The US Army Corps of Engineers (USACE) and the City of Fayetteville have recently announced plans to conduct prescribed burns on land they manage.
A prescribed burn, also known as a controlled burn or planned fire, is a deliberately set and carefully controlled fire conducted under specific conditions to achieve predetermined land management objectives. This practice is carried out by trained professionals, such as land managers, foresters, or fire ecologists, in a controlled and systematic manner.
Land managers use prescribed burns for various reasons, including:
- Ecosystem Health: Fire is a natural ecological process that has shaped many ecosystems over time. Some plant species have evolved to be fire-adapted, and regular fires can help maintain the health and diversity of certain ecosystems. Prescribed burns can mimic natural fire regimes and promote the growth of fire-adapted vegetation.
- Habitat Restoration: In some cases, prescribed burns are used to restore or enhance habitats for specific plant and animal species. For example, certain tree species may require periodic fires to open up space and encourage new growth. Additionally, some wildlife species depend on fire-maintained habitats for feeding or breeding.
- Invasive Species Control: Prescribed burns can be used to control the spread of invasive plant species that may outcompete native vegetation. Fire can disrupt the growth cycle of certain invasive plants and create conditions favorable to the re-establishment of native species.
- Reducing Fire Risk: By strategically burning vegetation under controlled conditions during less hazardous times, land managers can reduce the accumulation of combustible materials, such as dry grass and dead wood. This helps lower the risk of uncontrolled wildfires by decreasing the amount of fuel available.
- Forest Management: In forested areas, prescribed burns are often used as a tool for managing forest health and reducing the risk of catastrophic wildfires. By removing undergrowth and reducing the density of vegetation, prescribed burns can create firebreaks and reduce the intensity of future wildfires.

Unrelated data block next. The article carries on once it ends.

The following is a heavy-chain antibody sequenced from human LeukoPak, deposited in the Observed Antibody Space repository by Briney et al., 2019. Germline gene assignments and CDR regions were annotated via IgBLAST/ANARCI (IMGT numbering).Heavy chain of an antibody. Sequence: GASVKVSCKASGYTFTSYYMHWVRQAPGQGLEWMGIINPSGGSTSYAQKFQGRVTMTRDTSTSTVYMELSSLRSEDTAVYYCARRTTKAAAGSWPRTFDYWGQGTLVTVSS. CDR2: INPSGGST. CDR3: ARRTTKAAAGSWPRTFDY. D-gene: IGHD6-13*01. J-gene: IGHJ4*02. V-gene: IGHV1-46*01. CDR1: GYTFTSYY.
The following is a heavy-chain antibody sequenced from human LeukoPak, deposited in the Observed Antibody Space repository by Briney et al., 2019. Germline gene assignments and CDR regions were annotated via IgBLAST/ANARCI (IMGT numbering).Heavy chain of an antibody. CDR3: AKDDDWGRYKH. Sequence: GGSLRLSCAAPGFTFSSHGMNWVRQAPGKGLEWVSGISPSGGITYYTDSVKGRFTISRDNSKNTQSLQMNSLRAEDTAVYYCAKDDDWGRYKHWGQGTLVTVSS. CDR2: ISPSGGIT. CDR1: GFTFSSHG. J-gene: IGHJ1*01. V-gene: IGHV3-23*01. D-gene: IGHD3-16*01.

- Agricultural Benefits: In some agricultural settings, prescribed burns are employed to manage crop residues, control pests, and improve soil fertility. Burning crop residues can also help prepare fields for planting.
It’s important to note that prescribed burns are conducted with careful planning and consideration of weather conditions, fuel moisture, and other factors to ensure that the fire remains under control and serves its intended purpose without posing a threat to people, property, or the environment. Prescribed burns are an important tool in land management and ecosystem restoration, and they play a key role in maintaining the health and resilience of diverse ecosystems.
“The U.S. Army Corps of Engineers and the Arkansas Game and Fish Commission will conduct prescribed burns on public lands surrounding Bull Shoals and Norfork Lakes from Dec.18, 2023 until April 12, 2024.
Locations scheduled for potential burning are C.R. 117 Peninsula, Dry Run Peninsula, Jones Point, Long Bottom, McCracken Ridge Peninsula, and Spring Creek on Bull Shoals Lake and Birdman, Chapin Point, Indian Head, and Woods Point on Norfork Lake
Prescribed burns will be conducted when weather conditions are favorable and will include timber stands and glade restoration areas. If you have hunting stands located at any of these locations, please remove them immediately.”
“The City of Fayetteville will be conducting a prescribed burn on Monday, Dec. 18, at Woolsey Wet Prairie Sanctuary, a wetland mitigation site located immediately north of the West Side Wastewater Treatment Plant at 15 S. Broyles Ave.
The burn is scheduled to begin around 11 a.m. and will take two to four hours to complete. The burn will be on a 64.5-acre tract that borders the west side of Broyles Road, to the east of 54th Avenue and to the south of Persimmon Street.